Reconstructing Singh’s life after the massacre was one of the most difficult bits of investigative journalism I’ve ever taken on. We know that he worked on the east African railways, on what was called the Lunatic Line. It was here that Singh met many more disaffected Indians and got plugged into the Ghadar movement [a violent Indian revolutionary organisation]. Back home, he was just one of many faceless orphans, but in east Africa, the pool was smaller and he rose to the top.
He later headed to California, the Ghadar headquarters, where he worked as a driver and married a Mexican woman. Indian men were not allowed to own property in California, so there was a trend of Indian men marrying Mexican women, buying property in their name and then abandoning them, which is what Udham seems to have done. I always think of him as a Talented Mr Ripley sort of character. He would take anything and everything from people along the way and discard them when they were no longer useful to him.
His ultimate aim was to get to England and lie in situ as a sleeper assassin. And how did he manage that? By falling in with the Soviet Comintern organisation, which had talked openly about using Indians to spread revolution.
In many ways, Singh’s life is a classic story of radicalisation. He was a dispossessed, angry young man, and angry young men are fodder for those with greater designs. There was a great deal of international Machiavellianism going on which enabled Singh to work his way from India, through America, eastern Europe and Russia to end up committing an assassination in the heart of Westminster. I think he did it on his own cognisance, but who put the gun in his hand and who gave him the motivation to shoot? Those are interesting questions which I think are still relevant today.
Did the assassination fuel the independence movement or was it simply the fulfilment of a personal vendetta?
I don’t believe Singh was a fantasist, but he certainly had an extraordinary belief in his own importance. He hoped he would be the catalyst for a revolution; by striking at the very heart of the British establishment he wanted to inspire other Indians to rise up. The moniker he chose when he was arrested – Mohammed Singh Azad – is really important. Mohammed is a Muslim name, Singh is Sikh, and Azad means freedom. His message was crystal clear: “Just read my name and know why I did this.”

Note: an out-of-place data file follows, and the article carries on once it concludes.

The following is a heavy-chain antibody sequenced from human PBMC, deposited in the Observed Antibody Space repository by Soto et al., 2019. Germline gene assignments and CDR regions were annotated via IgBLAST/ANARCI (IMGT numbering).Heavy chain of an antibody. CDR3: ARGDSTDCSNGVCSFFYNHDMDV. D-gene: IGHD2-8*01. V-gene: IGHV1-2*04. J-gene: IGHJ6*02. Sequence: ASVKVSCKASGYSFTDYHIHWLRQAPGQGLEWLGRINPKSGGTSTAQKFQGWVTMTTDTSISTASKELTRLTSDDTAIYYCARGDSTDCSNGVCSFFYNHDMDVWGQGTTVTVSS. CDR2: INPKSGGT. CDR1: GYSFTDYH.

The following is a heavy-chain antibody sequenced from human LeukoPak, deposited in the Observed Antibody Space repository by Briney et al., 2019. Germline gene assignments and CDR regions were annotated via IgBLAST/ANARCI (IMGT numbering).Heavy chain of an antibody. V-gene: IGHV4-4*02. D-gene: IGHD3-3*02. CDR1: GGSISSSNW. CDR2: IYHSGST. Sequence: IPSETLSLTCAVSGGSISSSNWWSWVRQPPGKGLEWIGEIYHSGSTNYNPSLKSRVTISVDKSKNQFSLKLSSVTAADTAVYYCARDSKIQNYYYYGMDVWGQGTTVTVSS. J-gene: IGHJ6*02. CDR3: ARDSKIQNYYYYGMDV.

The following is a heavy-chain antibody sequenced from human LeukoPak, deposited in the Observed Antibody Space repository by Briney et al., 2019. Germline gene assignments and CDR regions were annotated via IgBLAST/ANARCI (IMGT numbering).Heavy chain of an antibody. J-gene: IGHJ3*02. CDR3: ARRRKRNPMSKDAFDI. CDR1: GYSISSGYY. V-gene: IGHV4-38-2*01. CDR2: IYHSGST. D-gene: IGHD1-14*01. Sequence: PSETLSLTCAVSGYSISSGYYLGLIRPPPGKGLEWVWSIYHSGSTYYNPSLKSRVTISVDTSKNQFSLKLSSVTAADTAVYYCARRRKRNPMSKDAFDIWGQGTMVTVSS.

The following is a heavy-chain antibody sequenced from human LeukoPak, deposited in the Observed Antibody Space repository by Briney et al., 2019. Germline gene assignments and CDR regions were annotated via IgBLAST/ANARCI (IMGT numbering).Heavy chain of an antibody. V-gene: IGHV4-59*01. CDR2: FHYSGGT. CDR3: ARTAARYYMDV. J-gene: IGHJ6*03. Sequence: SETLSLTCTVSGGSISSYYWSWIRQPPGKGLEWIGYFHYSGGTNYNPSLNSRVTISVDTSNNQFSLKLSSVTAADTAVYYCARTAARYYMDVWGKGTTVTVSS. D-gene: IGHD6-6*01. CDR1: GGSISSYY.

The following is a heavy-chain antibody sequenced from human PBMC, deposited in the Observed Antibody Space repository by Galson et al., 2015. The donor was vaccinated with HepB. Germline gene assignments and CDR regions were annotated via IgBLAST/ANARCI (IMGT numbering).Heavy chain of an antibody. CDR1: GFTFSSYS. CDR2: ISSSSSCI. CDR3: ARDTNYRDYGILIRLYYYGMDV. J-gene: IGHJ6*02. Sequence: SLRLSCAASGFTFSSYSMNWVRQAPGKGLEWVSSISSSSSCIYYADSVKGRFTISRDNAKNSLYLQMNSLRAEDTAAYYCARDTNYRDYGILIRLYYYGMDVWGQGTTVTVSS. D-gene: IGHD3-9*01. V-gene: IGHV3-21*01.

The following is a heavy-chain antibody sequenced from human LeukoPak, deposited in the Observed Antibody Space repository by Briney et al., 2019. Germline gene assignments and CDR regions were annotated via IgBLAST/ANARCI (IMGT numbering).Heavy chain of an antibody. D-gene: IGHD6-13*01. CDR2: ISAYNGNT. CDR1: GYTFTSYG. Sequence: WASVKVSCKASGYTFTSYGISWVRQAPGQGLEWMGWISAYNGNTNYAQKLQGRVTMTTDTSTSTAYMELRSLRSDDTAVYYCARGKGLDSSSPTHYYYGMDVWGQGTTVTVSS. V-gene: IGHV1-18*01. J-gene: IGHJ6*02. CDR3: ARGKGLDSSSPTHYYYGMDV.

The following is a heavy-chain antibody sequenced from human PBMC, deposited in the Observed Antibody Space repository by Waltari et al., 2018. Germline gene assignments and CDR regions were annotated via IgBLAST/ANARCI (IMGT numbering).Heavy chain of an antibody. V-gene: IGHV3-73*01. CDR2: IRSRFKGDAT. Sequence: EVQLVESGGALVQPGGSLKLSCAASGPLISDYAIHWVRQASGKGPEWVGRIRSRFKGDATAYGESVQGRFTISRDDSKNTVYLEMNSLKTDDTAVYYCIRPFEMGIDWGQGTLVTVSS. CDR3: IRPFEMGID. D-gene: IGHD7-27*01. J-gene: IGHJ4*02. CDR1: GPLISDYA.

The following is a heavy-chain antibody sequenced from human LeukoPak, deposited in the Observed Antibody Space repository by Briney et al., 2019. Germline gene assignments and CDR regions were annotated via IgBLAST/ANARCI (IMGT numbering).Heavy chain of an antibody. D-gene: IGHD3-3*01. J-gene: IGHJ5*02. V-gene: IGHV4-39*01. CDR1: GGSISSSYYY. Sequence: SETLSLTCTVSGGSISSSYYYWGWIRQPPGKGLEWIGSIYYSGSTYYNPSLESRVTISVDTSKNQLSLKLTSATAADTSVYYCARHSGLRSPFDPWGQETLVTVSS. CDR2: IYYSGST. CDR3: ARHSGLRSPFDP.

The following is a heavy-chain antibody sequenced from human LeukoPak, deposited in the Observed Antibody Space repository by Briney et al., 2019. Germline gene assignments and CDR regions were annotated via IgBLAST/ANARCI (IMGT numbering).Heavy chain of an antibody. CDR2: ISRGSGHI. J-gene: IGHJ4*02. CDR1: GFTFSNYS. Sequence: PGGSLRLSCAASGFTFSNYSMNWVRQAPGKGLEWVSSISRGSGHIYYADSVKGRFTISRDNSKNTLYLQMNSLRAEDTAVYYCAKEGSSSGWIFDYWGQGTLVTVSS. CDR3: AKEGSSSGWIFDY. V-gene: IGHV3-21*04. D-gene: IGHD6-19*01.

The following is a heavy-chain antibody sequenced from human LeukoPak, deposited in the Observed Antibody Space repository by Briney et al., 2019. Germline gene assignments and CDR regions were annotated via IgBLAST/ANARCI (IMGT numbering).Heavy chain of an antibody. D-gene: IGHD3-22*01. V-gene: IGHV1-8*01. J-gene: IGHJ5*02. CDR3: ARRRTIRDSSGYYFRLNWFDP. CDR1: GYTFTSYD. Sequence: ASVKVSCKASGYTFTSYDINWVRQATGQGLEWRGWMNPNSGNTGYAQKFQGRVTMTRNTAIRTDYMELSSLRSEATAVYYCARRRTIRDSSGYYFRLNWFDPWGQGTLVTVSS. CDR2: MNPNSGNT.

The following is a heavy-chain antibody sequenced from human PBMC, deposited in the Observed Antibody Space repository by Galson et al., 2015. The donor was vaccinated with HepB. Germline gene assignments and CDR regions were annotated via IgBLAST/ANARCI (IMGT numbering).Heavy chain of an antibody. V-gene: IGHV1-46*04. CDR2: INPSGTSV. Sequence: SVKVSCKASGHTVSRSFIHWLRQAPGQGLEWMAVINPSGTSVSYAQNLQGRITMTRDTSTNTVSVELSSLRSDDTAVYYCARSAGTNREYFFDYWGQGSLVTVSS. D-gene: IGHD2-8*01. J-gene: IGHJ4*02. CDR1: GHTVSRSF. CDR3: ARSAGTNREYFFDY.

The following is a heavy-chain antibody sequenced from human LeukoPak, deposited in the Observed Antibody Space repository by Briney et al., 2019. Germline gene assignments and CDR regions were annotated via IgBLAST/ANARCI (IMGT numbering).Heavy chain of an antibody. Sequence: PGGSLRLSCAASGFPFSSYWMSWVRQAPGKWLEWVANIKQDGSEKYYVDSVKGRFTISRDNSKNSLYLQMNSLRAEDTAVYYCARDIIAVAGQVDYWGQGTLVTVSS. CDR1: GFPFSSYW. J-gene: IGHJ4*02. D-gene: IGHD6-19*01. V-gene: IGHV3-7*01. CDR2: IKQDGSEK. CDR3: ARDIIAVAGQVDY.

However, his actions were massively out of step with the Indian Congress leadership. Gandhi and Nehru were taking great pains to argue that Indians were not savages and could be trusted to govern themselves. So they completely washed their hands of him. But while Singh may not have sparked a revolution, the sentiment of what he did that day percolated down through Indian society, making it even more untenable for the British to stay.
How is Singh remembered in India?
After the British left India, it was almost as if there was now permission to celebrate those who used violence in the fight for freedom. Udham Singh is one of that pantheon of heroes – seen as the avenging angel for a massacre that is still pretty much an open wound in the north Indian psyche.
In the 1970s, with some unbelievably agile diplomatic footwork, Indira Gandhi got Singh disinterred from Pentonville and had him returned to India with a hero’s welcome. His body was toured around Punjab, and people lined the streets, weeping and crying out his name. His ashes were even symbolically dispersed among Hindu, Muslim and Sikh shrines. There were stamps with his face on, and there are streets in Punjab that carry his name. On Martyrs’ Day, people light candles in front of his image garlanded with marigolds. There are even Bollywood movies about him.
There have been calls for Britain to officially apologise for the Amritsar massacre. What’s your view on that?
Let me give you two distinct answers. From a dispassionate political standpoint, post-Brexit Britain will be looking to forge closer ties with places like India. The massacre remains an open wound in India’s psyche, and it would undoubtedly be helpful to make that wound less painful. David Cameron referred to what happened as “monstrous” when he visited the site back in 2013, so it’s not a great reach to say we’re sorry. It’s a small thing which I think could ease a lot of pain.
Personally however, my answer would be different. I recently met with a descendant of General Dyer. She came to my house, we talked for hours and I liked her very much. She actually asked me whether I wanted her to apologise. But I found that, when sat face-to-face with her, I didn’t, because it wasn’t for her to apologise. However it is for her to understand – and to grieve, as I do, for the innocent. Right now she feels he just did his duty. That’s hard for me to hear. To me, understanding and acceptance are more important than apologies and revenge.
A political journalist and broadcaster, Anita Anand has presented various BBC programmes including Radio 4’s Any Answers?. She is the author of Sophia: Princess, Suffragette, Revolutionary and Koh-i-Noor: The History of the World’s Most Infamous Diamond (with William Dalrymple). The Patient Assassin by Anita Anand (Simon & Schuster, 384 pages, £20) is on sale now
This article was first published in the May 2019 edition of BBC History Magazine